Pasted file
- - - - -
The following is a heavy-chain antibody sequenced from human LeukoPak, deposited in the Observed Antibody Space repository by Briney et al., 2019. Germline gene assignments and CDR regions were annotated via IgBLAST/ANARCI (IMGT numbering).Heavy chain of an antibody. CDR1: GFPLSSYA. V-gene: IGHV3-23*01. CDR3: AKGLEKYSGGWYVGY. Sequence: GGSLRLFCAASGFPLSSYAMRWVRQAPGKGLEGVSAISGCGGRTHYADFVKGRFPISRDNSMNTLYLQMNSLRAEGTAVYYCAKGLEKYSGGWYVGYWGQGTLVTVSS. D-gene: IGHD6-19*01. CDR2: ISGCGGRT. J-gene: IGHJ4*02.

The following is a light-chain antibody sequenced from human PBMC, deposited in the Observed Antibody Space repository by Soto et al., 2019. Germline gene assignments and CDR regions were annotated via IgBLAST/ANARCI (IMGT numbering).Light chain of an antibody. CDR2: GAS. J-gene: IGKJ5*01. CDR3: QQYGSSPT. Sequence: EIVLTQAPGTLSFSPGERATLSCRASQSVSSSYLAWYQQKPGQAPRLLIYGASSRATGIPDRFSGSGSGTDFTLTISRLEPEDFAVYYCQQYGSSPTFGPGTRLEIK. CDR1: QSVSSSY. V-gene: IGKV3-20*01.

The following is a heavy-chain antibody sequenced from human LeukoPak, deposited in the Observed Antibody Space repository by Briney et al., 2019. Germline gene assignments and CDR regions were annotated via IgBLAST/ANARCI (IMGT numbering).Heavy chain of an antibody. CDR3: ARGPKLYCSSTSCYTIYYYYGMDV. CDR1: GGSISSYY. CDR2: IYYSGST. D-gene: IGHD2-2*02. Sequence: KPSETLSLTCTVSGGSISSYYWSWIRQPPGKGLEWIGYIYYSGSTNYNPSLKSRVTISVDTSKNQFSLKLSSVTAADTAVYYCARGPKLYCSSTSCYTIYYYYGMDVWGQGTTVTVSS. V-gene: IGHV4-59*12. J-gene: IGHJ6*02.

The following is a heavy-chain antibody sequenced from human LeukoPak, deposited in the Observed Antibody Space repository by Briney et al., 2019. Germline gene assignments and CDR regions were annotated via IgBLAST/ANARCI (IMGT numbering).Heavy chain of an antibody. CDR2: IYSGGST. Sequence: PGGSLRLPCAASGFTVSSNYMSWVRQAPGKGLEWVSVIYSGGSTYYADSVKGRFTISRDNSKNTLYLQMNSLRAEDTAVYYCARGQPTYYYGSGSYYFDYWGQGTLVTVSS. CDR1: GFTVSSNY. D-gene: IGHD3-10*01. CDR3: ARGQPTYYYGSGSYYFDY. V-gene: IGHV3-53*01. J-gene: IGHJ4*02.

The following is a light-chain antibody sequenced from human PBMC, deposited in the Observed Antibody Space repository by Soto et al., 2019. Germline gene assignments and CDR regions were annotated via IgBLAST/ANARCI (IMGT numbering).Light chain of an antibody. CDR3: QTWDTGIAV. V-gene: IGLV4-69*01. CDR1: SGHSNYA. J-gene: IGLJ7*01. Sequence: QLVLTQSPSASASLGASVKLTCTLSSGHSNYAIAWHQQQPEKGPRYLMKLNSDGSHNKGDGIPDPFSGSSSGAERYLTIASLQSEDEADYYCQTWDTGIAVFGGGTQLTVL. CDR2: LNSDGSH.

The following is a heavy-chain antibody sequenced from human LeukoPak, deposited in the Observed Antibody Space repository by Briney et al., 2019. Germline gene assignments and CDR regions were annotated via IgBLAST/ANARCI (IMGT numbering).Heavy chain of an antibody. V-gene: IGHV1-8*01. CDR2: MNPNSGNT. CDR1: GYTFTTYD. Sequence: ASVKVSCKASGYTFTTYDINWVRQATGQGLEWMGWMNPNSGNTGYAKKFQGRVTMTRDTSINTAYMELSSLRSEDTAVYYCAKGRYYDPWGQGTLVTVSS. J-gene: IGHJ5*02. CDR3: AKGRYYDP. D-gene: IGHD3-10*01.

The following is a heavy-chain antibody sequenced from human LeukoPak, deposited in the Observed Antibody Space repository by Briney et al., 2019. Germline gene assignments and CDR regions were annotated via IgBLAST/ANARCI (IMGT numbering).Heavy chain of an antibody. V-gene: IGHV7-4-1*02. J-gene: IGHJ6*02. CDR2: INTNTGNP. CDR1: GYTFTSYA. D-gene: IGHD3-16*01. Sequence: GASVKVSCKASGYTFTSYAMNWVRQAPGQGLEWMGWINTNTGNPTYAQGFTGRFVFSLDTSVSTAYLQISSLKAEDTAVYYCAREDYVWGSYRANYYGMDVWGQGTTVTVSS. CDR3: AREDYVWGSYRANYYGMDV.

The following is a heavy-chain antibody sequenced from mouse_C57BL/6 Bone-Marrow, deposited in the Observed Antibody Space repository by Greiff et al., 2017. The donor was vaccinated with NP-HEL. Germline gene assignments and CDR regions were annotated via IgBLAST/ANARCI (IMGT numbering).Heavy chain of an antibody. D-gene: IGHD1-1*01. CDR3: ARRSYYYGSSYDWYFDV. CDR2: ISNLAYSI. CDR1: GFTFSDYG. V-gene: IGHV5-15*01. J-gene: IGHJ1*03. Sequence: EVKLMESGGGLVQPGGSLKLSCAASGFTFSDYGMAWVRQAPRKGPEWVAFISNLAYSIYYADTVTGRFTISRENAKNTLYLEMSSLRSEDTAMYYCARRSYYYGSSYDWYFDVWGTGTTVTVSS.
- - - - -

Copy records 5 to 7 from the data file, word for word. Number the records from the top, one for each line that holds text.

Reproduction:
The following is a light-chain antibody sequenced from human PBMC, deposited in the Observed Antibody Space repository by Soto et al., 2019. Germline gene assignments and CDR regions were annotated via IgBLAST/ANARCI (IMGT numbering).Light chain of an antibody. CDR3: QTWDTGIAV. V-gene: IGLV4-69*01. CDR1: SGHSNYA. J-gene: IGLJ7*01. Sequence: QLVLTQSPSASASLGASVKLTCTLSSGHSNYAIAWHQQQPEKGPRYLMKLNSDGSHNKGDGIPDPFSGSSSGAERYLTIASLQSEDEADYYCQTWDTGIAVFGGGTQLTVL. CDR2: LNSDGSH.

The following is a heavy-chain antibody sequenced from human LeukoPak, deposited in the Observed Antibody Space repository by Briney et al., 2019. Germline gene assignments and CDR regions were annotated via IgBLAST/ANARCI (IMGT numbering).Heavy chain of an antibody. V-gene: IGHV1-8*01. CDR2: MNPNSGNT. CDR1: GYTFTTYD. Sequence: ASVKVSCKASGYTFTTYDINWVRQATGQGLEWMGWMNPNSGNTGYAKKFQGRVTMTRDTSINTAYMELSSLRSEDTAVYYCAKGRYYDPWGQGTLVTVSS. J-gene: IGHJ5*02. CDR3: AKGRYYDP. D-gene: IGHD3-10*01.

The following is a heavy-chain antibody sequenced from human LeukoPak, deposited in the Observed Antibody Space repository by Briney et al., 2019. Germline gene assignments and CDR regions were annotated via IgBLAST/ANARCI (IMGT numbering).Heavy chain of an antibody. V-gene: IGHV7-4-1*02. J-gene: IGHJ6*02. CDR2: INTNTGNP. CDR1: GYTFTSYA. D-gene: IGHD3-16*01. Sequence: GASVKVSCKASGYTFTSYAMNWVRQAPGQGLEWMGWINTNTGNPTYAQGFTGRFVFSLDTSVSTAYLQISSLKAEDTAVYYCAREDYVWGSYRANYYGMDVWGQGTTVTVSS. CDR3: AREDYVWGSYRANYYGMDV.